DNA stability evaluation using a UV-Visible Spectrophotometer with In-Cell Temperature Measurement

March 17, 2021


This article compares the accuracy of stability evaluations of a DNA sample using the temperature sensor inside a cell compared to the block sensor using UV/Vis spectrophotometer with peltier 8-position cell changer. The 8-position micro cell sensors as a temperature monitor (Figure 1), the horizontal axis of the temperature course data can be plotted with actual temperatures obtained by the sensor. This increases the temperature accuracy of small volume sample measurements with the 8-position micro cell.

Figure 1. 8-position micro cell sensors as a temperature monitor

For thermal melting studies, a temperature sensor can be inserted into a sample cell and the actual temperature of the samples plotted in order to increase the accuracy of the temperature readings for the melting experiment. This measurement technique is easily applied to 10 mm rectangular cells with larger sample volumes. However, for samples with small sample volumes (< 100 µL) a temperature sensor probe blocks the instrument’s optical path. It is then difficult to obtain both absorbance and temperature measurements of a sample simultaneously. By using one of the cells to monitor the sample temperature without obtaining absorbance measurements at that position, the melting temperature of the sample solution can be accurately recorded.

Additionally, when performing a melting measurement on samples available in extremely small amounts, volatilization of the sample can occur at high temperatures, frequently complicating the analysis process. Placing a silicon cap on the cell can prevent sample volatilization.

V-730 UV/Vis spectrophotometer


A 20 µg/mL solution of poly (dA-dT)-poly (dA-dT) was made in KH2PO4-NaOH buffer at pH 7. Samples were measured in cells 1-7 while cell 8 was used only to monitor the sample temperature.

Measurement Conditions
Wavelength: 260 nm
Response: Fast
Ramp Rate: 2 °C/min.
Start Condition: ±0.01 ºC for 3 seconds
Data Interval: 1 ºC (20 to 50 ºC), 0.1 ºC (50 to 70 ºC), 1 ºC (70 to 100 ºC)


UV-Visible/NIR, Biochemistry, water-cooled Peltier cell changer, Temperature Control Measurement, DNA Thermal Melting


The melting curves from the results of sample measurements with seven micro cells using the internal cell sensor are plotted as shown in Figure 3. The horizontal axis of the graph indicates the values of the temperature monitor sensor in cell 8. The sample measurement required a total of 5 hours; 2.5 hours for heating and 2.5 hours for cooling.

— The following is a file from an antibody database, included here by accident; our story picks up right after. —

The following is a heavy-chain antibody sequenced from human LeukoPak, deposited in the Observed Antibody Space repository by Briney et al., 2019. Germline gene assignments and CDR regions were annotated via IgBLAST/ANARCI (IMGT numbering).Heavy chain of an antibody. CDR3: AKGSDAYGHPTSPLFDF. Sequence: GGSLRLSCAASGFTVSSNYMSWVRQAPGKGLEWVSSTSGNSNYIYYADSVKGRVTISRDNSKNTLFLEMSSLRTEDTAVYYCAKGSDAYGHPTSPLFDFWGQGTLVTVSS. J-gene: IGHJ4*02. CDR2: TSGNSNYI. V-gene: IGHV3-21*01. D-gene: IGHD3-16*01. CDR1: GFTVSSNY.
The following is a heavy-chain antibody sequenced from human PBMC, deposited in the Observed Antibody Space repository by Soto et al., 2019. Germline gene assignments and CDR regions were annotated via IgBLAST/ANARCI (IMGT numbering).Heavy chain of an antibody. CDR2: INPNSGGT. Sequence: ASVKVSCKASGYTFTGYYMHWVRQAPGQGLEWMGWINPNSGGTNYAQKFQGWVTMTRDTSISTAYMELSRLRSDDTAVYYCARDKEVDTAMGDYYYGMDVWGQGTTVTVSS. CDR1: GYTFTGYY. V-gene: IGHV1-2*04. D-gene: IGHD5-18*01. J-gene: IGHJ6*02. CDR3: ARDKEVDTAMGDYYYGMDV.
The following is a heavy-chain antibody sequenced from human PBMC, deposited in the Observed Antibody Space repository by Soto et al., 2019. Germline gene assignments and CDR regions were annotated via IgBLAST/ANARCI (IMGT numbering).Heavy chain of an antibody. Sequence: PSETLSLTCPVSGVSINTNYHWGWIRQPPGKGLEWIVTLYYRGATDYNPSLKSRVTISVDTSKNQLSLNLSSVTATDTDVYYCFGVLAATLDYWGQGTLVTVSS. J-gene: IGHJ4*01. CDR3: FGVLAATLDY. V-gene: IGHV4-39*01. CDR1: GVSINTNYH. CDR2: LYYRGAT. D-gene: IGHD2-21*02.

Figure 1. Melting curve of poly (dA-dT)-Poly (dA-dT)

Table 1 shows the melting temperature calculated from the temperature course data outlined in Figure 3. Melting temperatures at heating condition were from 63.4 to 63.6ºC (Ave. of 63.5 ºC),  and a standard deviation and a coefficient of variance was 0.10 ºC, 0.15 % respectively. Melting temperatures at cooling condition was from 63.1 to 63.3 ºC (Ave. of 63.1ºC),  and a standard deviation and a coefficient of variance was 0.08 ºC, 0.12% respectively.

Table 1. Melting temperature (Internal cell sensor)

Temperature °C
Heating Cooling
Cell 1 63.6 63.2
Cell 2 63.4 63.1
Cell 3 63.4 63.1
Cell 4 63.4 63.1
Cell 5 63.4 63.1
Cell 6 63.4 63.1
Cell 7 63.6 63.3
Average 63.5 63.1
Standard Deviation 0.10 0.08
C.V. 0.15 0.12

The same measurement was performed while obtaining sample temperatures using the standard temperature sensor (the holder sensor). Table 2 shows the melting temperatures calculated from the temperature data using the holder sensor.  Melting temperatures were from 66.4 to 66.7 ˚C (Ave. of 66.5 ºC).

Table 2. Melting temperature (Holder sensor)

Temperature °C
Cell 1 66.6
Cell 2 66.4
Cell 3 66.4
Cell 4 66.4
Cell 5 66.4
Cell 6 66.4
Cell 7 66.7
Cell 8 66.5
Average 66.5
Standard Deviation 0.12
C.V. 0.18


The data show that the melting temperature using the holder sensor was approximately 3 ºC higher than using the internal cell sensor, while both the standard deviation and coefficient of variance had no major differences in their result. These results indicate that the holder sensor can sufficiently measure a reproducible melting temperature for all sample cells. However, to obtain the absolute temperature value for sample melts, a cell temperature sensor is highly recommended.

About the Author

Spectroscopy Group